Kamal Haasan on Thursday thanked Tamil Nadu chief minister Jayalalithaa for 'coming forward' on the Vishwaroopam controversy.
I am grateful to her, said Haasan on the chief minister's statement.
Now that the CM has offered help, why should I go to Supreme Court, Haasan said.
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Facing all-round criticism for the ban on Kamal Haasan's Vishwaroopam (read review: Inoffensive Vishwaroopam is one helluva entertainer), Jayalalithaa today strongly defended the action, citing threats of violence but said her government would facilitate an amicable settlement if both the actor and Muslim groups come together.
Her intervention was immediately welcomed by the Tamil film fraternity, amid reports of back channel efforts to pave the way to release the Rs00 crore movie.
Breaking her silence a week after the ban exploded into a national controversy, she said it was based on Intelligence inputs of likely violence and to maintain law and order.
Jayalalithaa said she has no "personal grudge" against Hassan or "personal interest" in the ban, a day after the actor threatened to take self-imposed exile in a secular place in the country, excluding Tamil Nadu, or overseas.
She said the threat to law and order was "very real" and many Muslim groups had announced a series of agitations and the primary objective of the government was to maintain peace and tranquillity. "We relied on Intelligence inputs..."
"As chief minister of Tamil Nadu, my first and foremost priority is maintenance of law and order and to ensure public peace in which people can carry on with their daily lives and work," she said, citing inadequate manpower to provide security at 524 theatres where the film was to be screened.
"How is it practically possible for the state government to provide protection to 524 theatres and maintain law and order when we do not have adequate manpower," she asked, pointing out that 31,440 police personnel would have been required for deployment in all the theatres in three shifts.
Finding fault with Haasan, she said government had made a request to him to show the movie to a few representatives of the Muslim organisations. "Had he done it, the problem would have been avoided. But he avoided showing the movie."
"If Muslim organisations and Kamal Haasan are ready to sit down and work out an amicable agreement, if he agrees to delete certain portions that are objectionable, then the decks would be cleared for screening of the movie, then Tamil Nadu government will do that to facilitate such an amicable settlement."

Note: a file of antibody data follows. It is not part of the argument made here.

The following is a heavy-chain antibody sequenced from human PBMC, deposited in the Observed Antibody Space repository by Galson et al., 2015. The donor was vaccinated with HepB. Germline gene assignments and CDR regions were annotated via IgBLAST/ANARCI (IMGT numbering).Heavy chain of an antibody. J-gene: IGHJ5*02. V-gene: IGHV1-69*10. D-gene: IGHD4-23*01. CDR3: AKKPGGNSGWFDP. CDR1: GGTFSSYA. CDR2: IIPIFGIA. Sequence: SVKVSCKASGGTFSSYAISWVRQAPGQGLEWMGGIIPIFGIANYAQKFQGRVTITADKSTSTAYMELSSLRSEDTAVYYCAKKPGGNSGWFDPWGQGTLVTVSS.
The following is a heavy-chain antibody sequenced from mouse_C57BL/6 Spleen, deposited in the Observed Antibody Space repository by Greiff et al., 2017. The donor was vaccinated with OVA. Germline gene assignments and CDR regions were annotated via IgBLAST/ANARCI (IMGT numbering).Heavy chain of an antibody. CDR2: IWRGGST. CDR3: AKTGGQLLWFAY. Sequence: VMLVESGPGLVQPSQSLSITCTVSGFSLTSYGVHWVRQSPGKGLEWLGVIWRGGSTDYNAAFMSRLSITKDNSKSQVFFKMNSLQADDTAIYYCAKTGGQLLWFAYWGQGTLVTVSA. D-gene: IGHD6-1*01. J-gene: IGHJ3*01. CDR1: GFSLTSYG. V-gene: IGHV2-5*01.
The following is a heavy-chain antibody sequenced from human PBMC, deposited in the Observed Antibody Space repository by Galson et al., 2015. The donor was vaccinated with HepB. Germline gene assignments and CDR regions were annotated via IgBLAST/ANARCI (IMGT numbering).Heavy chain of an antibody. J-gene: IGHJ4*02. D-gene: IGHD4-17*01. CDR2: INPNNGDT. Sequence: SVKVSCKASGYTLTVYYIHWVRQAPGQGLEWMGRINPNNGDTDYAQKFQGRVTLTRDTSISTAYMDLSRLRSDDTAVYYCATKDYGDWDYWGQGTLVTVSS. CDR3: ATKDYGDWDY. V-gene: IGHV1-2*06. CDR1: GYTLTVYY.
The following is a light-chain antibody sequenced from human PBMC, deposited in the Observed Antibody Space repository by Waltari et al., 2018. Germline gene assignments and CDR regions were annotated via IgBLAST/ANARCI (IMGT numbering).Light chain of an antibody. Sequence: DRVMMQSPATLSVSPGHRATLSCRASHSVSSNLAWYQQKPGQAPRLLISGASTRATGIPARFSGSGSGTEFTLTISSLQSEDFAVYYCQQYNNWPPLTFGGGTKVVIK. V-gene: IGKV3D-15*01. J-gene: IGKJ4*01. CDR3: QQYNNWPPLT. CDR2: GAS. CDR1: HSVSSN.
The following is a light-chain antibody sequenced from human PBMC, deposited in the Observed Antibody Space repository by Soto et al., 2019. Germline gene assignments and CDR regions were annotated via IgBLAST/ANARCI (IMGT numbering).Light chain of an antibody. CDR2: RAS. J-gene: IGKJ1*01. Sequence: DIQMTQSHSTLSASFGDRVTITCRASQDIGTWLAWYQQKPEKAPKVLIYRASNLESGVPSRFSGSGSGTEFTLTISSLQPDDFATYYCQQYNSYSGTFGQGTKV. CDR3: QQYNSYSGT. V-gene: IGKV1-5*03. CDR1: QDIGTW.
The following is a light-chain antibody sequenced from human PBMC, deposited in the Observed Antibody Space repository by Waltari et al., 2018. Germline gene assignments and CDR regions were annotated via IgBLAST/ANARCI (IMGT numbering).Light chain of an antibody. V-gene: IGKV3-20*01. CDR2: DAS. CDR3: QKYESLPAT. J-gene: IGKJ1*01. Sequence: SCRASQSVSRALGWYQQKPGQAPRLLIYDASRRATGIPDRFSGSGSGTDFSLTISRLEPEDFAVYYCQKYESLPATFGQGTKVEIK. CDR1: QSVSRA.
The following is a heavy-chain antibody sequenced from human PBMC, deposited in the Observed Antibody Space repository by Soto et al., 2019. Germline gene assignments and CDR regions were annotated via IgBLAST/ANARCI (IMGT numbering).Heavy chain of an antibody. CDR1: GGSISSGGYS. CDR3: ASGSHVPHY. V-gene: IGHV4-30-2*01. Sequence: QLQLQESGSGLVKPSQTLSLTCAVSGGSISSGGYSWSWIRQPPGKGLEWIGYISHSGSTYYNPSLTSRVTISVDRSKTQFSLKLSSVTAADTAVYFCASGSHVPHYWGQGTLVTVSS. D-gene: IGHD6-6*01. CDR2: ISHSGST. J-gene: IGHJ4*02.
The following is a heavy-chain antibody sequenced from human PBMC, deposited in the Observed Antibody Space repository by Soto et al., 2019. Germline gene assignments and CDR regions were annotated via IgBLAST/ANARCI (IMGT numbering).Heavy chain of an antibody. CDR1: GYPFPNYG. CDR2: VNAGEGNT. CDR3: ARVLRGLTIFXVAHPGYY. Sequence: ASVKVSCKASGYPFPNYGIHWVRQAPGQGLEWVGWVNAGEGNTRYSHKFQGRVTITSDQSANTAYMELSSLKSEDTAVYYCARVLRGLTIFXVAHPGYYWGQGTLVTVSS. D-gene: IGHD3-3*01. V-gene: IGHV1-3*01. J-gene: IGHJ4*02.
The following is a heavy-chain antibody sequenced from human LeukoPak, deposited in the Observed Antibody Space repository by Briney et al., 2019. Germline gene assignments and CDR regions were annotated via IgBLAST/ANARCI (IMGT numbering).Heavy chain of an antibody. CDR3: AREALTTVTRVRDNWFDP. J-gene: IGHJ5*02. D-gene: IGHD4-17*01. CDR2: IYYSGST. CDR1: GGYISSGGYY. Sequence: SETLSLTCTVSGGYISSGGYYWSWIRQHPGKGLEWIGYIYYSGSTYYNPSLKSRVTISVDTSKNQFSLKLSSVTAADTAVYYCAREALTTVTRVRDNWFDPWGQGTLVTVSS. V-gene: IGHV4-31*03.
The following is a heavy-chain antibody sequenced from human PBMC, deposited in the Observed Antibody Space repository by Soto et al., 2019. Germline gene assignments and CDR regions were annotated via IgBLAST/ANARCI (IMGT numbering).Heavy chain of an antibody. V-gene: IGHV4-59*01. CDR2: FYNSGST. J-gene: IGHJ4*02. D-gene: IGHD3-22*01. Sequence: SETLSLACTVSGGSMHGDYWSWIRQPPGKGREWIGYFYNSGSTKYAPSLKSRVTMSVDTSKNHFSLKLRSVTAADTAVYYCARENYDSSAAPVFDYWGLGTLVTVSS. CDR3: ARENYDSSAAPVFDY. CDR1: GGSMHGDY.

With Jayalalithaa coming out to state her position after what she called the "hysteria" generated over the ban, efforts to end the logjam by film personalities gained momentum.
Haasan's brother Chandra Haasan, co-producer of the spy thriller, said, "Whatever government says, we will do accordingly. Without government support, the release of the movie is not possible".
"We are prepared to go for talks with the 23 or 24 Muslim organisations directly or through their coordinators. We are very confident that a satisfactory solution will be arrived at," he said, hoping government would ensure its smooth release and settle the "troubling issue".
Jayalalithaa also trashed as "wild and reckless" allegations that the ban was imposed because Haasan refused to give TV rights to Jaya TV.
"Jaya TV is a channel which supports AIADMK. Jaya TV does not belong to me. I am not in any way associated with its administration. I have nothing to do with Jaya TV. I do not hold shares (in it)", she said.
She said government would have to take legal action against those who levelled the charges against a responsible constitutional authority. DMK chief M Karunanidhi had cited reports suggesting a TV channel close to AIADMK wanted to buy the film for a song, but that the actor had refused.
Jayalalithaa was also dismissive of the charge that she bore a grudge against Haasan for his remark at a recent function that "dhoti clad Tamilian" should become Prime Minister, an apparent reference to P Chidambaram.
"Why should I take offence to such statements? Kamal Haasan has freedom to air his views. If he wanted a dhoti clad person to become prime minister, that is his own view. Kamal Haasan does not select the prime minister..."
On Haasan's statement that he had pledged his entire property to make the film and he would go bankrupt, Jayalalithaa said he had taken "a calculated risk, a calculated gamble".
"If he has taken a decision to produce a movie with a mega budget running into hundreds of crores and has pledged all his property for the same, it is a conscious decision he took. So how can the government be held responsible, accountable for that," she asked.
Haasan had on Tuesday secured interim relief from a single judge who had allowed its release, but his joy was cut short after a division bench set it aside. The matter will now come up for hearing on Wednesday.
The film, made in Tamil, Telugu and Hindi, had courted controversy not only because of opposition by Muslim groups who considered certain scenes offensive to their community, but also because of the tech-savvy actor's decision to release it on a DTH platform, prior to its release in theatres.